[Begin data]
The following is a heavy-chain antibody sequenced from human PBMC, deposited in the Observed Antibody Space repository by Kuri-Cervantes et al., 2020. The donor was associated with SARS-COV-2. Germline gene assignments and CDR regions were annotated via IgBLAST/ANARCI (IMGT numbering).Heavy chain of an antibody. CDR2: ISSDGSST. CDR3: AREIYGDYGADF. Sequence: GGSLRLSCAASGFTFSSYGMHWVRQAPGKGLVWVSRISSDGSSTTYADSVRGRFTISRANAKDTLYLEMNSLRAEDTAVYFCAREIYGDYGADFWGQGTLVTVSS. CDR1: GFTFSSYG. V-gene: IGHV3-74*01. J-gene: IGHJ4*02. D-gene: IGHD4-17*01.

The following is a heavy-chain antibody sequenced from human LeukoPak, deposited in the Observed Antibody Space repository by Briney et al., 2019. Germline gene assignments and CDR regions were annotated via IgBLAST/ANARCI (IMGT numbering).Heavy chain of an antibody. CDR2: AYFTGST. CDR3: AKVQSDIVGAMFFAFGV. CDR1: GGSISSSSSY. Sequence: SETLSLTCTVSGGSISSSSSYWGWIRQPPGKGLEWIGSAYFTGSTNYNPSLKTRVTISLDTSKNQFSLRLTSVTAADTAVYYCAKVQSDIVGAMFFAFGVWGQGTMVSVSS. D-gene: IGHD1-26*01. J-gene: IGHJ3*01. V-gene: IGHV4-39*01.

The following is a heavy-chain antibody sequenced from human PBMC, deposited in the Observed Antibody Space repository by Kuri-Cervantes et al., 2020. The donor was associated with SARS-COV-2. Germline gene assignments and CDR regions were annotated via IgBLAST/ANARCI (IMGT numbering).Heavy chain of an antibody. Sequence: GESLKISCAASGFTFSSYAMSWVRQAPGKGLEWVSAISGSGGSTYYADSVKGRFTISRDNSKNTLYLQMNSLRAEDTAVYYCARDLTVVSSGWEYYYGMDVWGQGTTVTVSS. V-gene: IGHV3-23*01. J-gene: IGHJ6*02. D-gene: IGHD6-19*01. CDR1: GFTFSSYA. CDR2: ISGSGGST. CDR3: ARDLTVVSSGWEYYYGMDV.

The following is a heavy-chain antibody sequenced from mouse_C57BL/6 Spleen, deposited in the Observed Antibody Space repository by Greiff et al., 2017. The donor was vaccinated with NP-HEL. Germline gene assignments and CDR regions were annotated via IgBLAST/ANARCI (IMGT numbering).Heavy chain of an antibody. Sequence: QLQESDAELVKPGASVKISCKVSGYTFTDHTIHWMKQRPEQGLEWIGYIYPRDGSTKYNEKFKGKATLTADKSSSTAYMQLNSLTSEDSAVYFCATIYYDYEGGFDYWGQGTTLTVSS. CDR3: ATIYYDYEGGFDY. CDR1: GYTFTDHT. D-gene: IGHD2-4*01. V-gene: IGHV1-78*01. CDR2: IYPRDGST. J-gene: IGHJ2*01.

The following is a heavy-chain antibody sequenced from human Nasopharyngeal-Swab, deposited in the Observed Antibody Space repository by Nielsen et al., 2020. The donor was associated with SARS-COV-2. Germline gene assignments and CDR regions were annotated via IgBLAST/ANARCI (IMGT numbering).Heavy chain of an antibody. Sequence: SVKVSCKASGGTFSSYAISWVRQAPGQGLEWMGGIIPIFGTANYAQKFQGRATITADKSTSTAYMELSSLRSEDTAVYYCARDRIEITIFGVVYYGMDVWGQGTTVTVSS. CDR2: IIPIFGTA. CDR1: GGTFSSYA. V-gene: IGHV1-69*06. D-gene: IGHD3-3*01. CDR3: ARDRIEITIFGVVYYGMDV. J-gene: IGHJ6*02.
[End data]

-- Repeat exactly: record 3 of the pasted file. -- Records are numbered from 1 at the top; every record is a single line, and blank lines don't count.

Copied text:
The following is a heavy-chain antibody sequenced from human PBMC, deposited in the Observed Antibody Space repository by Kuri-Cervantes et al., 2020. The donor was associated with SARS-COV-2. Germline gene assignments and CDR regions were annotated via IgBLAST/ANARCI (IMGT numbering).Heavy chain of an antibody. Sequence: GESLKISCAASGFTFSSYAMSWVRQAPGKGLEWVSAISGSGGSTYYADSVKGRFTISRDNSKNTLYLQMNSLRAEDTAVYYCARDLTVVSSGWEYYYGMDVWGQGTTVTVSS. V-gene: IGHV3-23*01. J-gene: IGHJ6*02. D-gene: IGHD6-19*01. CDR1: GFTFSSYA. CDR2: ISGSGGST. CDR3: ARDLTVVSSGWEYYYGMDV.